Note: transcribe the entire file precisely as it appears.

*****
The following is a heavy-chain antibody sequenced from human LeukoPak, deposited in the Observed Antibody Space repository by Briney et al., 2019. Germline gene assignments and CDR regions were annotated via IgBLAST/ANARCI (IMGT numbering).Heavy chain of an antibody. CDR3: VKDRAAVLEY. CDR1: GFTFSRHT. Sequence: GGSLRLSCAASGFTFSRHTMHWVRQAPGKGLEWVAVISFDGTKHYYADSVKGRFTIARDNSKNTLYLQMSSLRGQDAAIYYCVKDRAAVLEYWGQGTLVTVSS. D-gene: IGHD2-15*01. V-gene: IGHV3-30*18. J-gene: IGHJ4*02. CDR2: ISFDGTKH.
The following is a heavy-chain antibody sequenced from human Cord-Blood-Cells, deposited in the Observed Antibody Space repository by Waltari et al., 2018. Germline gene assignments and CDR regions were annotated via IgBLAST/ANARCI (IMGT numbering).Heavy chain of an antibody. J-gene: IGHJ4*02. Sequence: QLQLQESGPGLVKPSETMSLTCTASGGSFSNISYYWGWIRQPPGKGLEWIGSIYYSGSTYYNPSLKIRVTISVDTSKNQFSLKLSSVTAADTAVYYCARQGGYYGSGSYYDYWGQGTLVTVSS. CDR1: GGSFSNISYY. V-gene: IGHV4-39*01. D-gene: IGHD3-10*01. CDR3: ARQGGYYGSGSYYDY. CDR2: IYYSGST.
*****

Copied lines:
The following is a heavy-chain antibody sequenced from human LeukoPak, deposited in the Observed Antibody Space repository by Briney et al., 2019. Germline gene assignments and CDR regions were annotated via IgBLAST/ANARCI (IMGT numbering).Heavy chain of an antibody. CDR3: VKDRAAVLEY. CDR1: GFTFSRHT. Sequence: GGSLRLSCAASGFTFSRHTMHWVRQAPGKGLEWVAVISFDGTKHYYADSVKGRFTIARDNSKNTLYLQMSSLRGQDAAIYYCVKDRAAVLEYWGQGTLVTVSS. D-gene: IGHD2-15*01. V-gene: IGHV3-30*18. J-gene: IGHJ4*02. CDR2: ISFDGTKH.
The following is a heavy-chain antibody sequenced from human Cord-Blood-Cells, deposited in the Observed Antibody Space repository by Waltari et al., 2018. Germline gene assignments and CDR regions were annotated via IgBLAST/ANARCI (IMGT numbering).Heavy chain of an antibody. J-gene: IGHJ4*02. Sequence: QLQLQESGPGLVKPSETMSLTCTASGGSFSNISYYWGWIRQPPGKGLEWIGSIYYSGSTYYNPSLKIRVTISVDTSKNQFSLKLSSVTAADTAVYYCARQGGYYGSGSYYDYWGQGTLVTVSS. CDR1: GGSFSNISYY. V-gene: IGHV4-39*01. D-gene: IGHD3-10*01. CDR3: ARQGGYYGSGSYYDY. CDR2: IYYSGST.